Greek Life at CSU
Colorado State University Students
When incoming students first come to Colorado State there is always the overwhelming advice from current students and faculty to get involved, get involved, get involved! Over the past 30 years, research from the Division of Student Affairs has shown a positive correlation between student involvement on campus and staying in school. "College students do better if they're engaged in and out of the classroom," said Dave McKelfresh, executive director for assessment and research at Colorado State. "They stay in school and graduate in higher numbers." Although there are many ways that you can get involved on campus, walking through the plaza you can see dozens of students wearing letters according to their specific sorority or fraternity and it’s obvious there is a big sense of pride and honor to be part of Greek Life. There are social, professional and academic sororities and fraternities. The following are examples of what students personally have received from becoming Greek, the process of joining a fraternity or sorority, and a list of the active chapters at CSU.
Krista Arcuri, a junior human development major, is a member of the Pi Beta Phi sorority and has made great social and academic connections. "Being in Pi Phi has helped me meet people all over campus and network with them," said Arcuri. "It has also helped me academically because I'll have classes with Pi Phis and we can help each other." Mike Crook from Beta Theta Pi feels that he has benefited most from knowing that he’ll leave college with a group of guys that he calls his really close friends. Jason Gritters is a finance major and a member of Delta Sigma Pi, the co-ed Professional Business Fraternity. Jason says that some of the benefits he has reaped include “life-long friendships with individuals who share similar goals and interests.” Business fraternities are slightly different than social in that their main objective is to maximize the professional experience for their brothers. “I enjoy the opportunity to hold challenging positions of leadership and responsibility that I can use as examples in interviews,” Gritters said. Another benefit of joining the fraternity he notes is “the feeling of acceptance and support which make a large campus seam very small and comfortable.”
Currently, only about five percent of the CSU students is involved in Greek Life. Although this is a small percentage of the student body, sororities and fraternities have a large presence on campus. Greeks are mostly known for the much-lusted-after social aspect: students can live in a house and also get academic help to keep up in school. Greeks are also involved in many community service events and raise thousands of dollars for charitable organizations, both in the community and through personal philanthropic events every semester.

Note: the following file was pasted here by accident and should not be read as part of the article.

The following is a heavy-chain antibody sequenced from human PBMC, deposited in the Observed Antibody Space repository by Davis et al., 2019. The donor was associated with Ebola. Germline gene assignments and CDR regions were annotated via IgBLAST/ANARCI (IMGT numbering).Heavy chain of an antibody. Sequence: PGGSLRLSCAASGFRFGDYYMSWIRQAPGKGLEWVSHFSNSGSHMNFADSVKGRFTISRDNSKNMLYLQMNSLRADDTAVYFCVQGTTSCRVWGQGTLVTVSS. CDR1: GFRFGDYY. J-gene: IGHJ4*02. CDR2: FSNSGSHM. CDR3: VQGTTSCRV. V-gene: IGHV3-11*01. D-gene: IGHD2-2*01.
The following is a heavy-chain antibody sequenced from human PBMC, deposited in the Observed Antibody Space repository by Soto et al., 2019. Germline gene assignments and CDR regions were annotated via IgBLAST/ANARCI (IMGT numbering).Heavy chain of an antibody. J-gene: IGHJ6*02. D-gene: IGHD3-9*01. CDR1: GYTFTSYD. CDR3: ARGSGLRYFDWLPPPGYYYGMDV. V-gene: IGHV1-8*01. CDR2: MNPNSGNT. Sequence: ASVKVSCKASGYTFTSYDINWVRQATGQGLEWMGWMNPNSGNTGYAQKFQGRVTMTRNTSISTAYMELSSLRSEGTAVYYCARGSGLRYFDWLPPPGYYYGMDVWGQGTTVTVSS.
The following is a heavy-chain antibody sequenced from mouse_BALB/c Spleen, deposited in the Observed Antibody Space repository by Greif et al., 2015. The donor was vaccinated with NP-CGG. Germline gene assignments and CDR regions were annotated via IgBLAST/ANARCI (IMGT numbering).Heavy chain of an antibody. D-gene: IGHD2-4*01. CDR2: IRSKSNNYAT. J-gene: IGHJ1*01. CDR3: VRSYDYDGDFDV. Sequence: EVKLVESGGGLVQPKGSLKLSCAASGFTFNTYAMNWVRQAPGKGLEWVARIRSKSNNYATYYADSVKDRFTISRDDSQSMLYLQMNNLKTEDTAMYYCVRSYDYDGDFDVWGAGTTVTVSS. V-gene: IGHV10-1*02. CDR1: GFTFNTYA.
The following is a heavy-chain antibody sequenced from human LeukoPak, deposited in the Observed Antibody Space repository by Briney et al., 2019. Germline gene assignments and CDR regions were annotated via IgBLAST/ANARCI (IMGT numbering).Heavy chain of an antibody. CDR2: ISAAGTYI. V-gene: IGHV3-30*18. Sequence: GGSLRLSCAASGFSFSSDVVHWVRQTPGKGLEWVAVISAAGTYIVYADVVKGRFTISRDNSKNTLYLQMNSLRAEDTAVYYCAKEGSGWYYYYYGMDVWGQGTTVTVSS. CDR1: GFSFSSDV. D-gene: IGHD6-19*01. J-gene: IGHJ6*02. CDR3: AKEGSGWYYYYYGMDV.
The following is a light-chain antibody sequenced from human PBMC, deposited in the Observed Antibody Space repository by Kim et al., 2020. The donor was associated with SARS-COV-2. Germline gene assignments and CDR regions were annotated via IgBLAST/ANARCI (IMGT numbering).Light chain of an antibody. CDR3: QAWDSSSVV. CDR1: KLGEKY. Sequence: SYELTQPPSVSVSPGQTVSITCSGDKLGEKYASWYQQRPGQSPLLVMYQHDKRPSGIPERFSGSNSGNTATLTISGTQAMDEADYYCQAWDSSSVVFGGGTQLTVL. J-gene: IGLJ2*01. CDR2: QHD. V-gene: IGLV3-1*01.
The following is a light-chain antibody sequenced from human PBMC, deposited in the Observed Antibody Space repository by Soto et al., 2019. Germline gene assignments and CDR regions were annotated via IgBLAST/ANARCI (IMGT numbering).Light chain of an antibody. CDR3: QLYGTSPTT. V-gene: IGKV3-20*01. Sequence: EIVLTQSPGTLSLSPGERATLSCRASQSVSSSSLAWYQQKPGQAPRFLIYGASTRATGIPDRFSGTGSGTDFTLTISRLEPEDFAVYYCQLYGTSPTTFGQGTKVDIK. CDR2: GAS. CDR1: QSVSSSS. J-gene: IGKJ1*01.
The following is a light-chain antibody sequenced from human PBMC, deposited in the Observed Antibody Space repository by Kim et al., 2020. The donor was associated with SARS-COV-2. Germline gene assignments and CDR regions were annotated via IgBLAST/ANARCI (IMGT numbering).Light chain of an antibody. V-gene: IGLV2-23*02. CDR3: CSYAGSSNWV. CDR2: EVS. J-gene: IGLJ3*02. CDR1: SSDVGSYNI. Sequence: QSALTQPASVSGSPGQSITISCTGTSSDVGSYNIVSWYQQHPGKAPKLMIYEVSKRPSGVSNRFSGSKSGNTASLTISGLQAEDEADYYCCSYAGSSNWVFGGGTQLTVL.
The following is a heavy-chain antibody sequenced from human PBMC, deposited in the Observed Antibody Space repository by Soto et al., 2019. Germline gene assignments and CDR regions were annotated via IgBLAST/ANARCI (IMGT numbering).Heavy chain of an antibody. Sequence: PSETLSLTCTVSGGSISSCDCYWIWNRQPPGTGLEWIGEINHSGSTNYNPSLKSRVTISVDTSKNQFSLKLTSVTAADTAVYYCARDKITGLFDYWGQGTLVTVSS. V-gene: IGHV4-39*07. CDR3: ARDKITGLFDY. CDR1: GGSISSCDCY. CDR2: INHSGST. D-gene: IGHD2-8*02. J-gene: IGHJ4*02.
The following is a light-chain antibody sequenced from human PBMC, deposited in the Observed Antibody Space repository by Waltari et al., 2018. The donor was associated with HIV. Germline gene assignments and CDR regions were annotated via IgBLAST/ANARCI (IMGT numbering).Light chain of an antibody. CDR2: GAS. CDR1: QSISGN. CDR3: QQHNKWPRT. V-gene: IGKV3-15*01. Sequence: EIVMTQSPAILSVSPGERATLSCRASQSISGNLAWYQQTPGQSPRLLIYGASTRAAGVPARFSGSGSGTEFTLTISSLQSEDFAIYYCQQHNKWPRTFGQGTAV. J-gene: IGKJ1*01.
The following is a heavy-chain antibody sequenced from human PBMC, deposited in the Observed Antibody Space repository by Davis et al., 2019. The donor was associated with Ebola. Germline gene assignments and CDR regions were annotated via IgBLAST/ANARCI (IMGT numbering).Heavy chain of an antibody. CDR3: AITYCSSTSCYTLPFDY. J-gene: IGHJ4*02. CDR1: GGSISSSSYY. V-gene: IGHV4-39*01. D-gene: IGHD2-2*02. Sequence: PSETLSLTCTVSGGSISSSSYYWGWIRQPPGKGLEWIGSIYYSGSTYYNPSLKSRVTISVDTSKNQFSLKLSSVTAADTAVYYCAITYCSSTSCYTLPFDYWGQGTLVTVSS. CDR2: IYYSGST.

Students interested in joining a Greek organization must go through a rush process. Sororities and fraternities follow different recruitment processes. Sororities have a five-day process that informs women about all of the houses, whereas fraternities work to attract members independently. For both, this process is called rush week. Evan Welch, assistant director of Greek life, said recruitment is about creating a good fit between Greek houses and members. "It's about getting to know the individual and letting them know the organizations," Welch said. "Let them know there is a good process in place for them to select an organization that fits them." For sororities, potential new members are separated into groups to visit each sorority on campus. "Each house is very creative on how they present information about their house," Welch said. "They work hard to gain interest from the potential new members." The CSU fraternities have a more solo-based recruitment process. Fraternities give a list of their recruitment plans to the Greek Life Office. After that, it's up to each individual man to choose with which house he wants to join. Each house sets up different activities each day, ranging from barbecues to watching football games to go-carting. “Greek life is about scholastics, community service and developing life-long friendships," Welch said.
CSU students who join fraternities and sororities have different motivations. Many students want to make a positive impact in their community, while others join to make friends and further their leadership skills. Becoming Greek isn’t right for everyone, but it does offer many opportunities to get involved on campus and truly become part of a brother or sisterhood. It’s important for incoming students and even current students to seek out different involvement opportunities on campus, inside or outside the Greek system.
Social Fraternities at CSU: Alpha Gamma Pho, Alpha Phi Alpha, Alpha Tau Omega, Beta Theta Pi, Delta Chi, Delta Tau Delta, FarmHouse, Kappa Alpha Psi, Nu Alpha Kappa, Sigma Alpha Epsilon, Phi Delta Theta, Phi Gamma Delta, Pi Kappa Phi, Sigma Chi, Tau Kappa Epsilon, Sigma Phi Epsilon, Triangle, Sigma Lambda Beta.
Social Sororities at CSU: Sigma Gamma Pho, Zeta Tau Alpha, Alpha Kappa Alpha, Chi Omega, Delta Delta Delta, Delta Sigma Theta, Gamma Phi Beta, Kappa Delta, Kappa Kappa Gamma, Lambda Theta Nu, Pi Beta Phi, Pi Lambda Chi, Sigma Alpha, Sigma Lambda Gamma, Zeta Phi Beta, Delta Xi Nu
Business Fraternities at CSU: Delta Sigma Pi, Alpha Kappa Psi, Epsilon Sigma Phi
Academic Fraternities at CSU: Beta Alpha Psi, Alpha Gamma Pho, Alpha Tau Alpha, Sigma Alpha